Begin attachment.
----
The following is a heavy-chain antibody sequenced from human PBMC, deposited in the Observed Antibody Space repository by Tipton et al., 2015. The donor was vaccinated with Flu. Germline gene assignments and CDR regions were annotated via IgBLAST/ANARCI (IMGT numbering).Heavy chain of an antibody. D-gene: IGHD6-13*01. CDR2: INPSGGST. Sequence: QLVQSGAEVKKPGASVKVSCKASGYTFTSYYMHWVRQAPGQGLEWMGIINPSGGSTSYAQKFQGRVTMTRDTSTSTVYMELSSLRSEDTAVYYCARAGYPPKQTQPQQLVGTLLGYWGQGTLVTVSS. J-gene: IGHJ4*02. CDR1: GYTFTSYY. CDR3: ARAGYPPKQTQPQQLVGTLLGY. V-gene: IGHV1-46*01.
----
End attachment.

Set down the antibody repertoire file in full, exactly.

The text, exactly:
The following is a heavy-chain antibody sequenced from human PBMC, deposited in the Observed Antibody Space repository by Tipton et al., 2015. The donor was vaccinated with Flu. Germline gene assignments and CDR regions were annotated via IgBLAST/ANARCI (IMGT numbering).Heavy chain of an antibody. D-gene: IGHD6-13*01. CDR2: INPSGGST. Sequence: QLVQSGAEVKKPGASVKVSCKASGYTFTSYYMHWVRQAPGQGLEWMGIINPSGGSTSYAQKFQGRVTMTRDTSTSTVYMELSSLRSEDTAVYYCARAGYPPKQTQPQQLVGTLLGYWGQGTLVTVSS. J-gene: IGHJ4*02. CDR1: GYTFTSYY. CDR3: ARAGYPPKQTQPQQLVGTLLGY. V-gene: IGHV1-46*01.